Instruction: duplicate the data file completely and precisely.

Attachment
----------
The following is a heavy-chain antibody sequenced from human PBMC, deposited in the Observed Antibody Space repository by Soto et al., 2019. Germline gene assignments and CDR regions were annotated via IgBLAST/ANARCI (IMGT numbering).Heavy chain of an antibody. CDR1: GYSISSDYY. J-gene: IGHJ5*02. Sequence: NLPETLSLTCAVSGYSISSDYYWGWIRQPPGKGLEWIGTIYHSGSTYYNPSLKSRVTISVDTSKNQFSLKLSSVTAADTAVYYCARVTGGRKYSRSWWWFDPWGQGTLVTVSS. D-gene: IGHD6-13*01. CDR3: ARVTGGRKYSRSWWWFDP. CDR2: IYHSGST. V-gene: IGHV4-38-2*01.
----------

The following is a heavy-chain antibody sequenced from human PBMC, deposited in the Observed Antibody Space repository by Soto et al., 2019. Germline gene assignments and CDR regions were annotated via IgBLAST/ANARCI (IMGT numbering).Heavy chain of an antibody. CDR1: GYSISSDYY. J-gene: IGHJ5*02. Sequence: NLPETLSLTCAVSGYSISSDYYWGWIRQPPGKGLEWIGTIYHSGSTYYNPSLKSRVTISVDTSKNQFSLKLSSVTAADTAVYYCARVTGGRKYSRSWWWFDPWGQGTLVTVSS. D-gene: IGHD6-13*01. CDR3: ARVTGGRKYSRSWWWFDP. CDR2: IYHSGST. V-gene: IGHV4-38-2*01.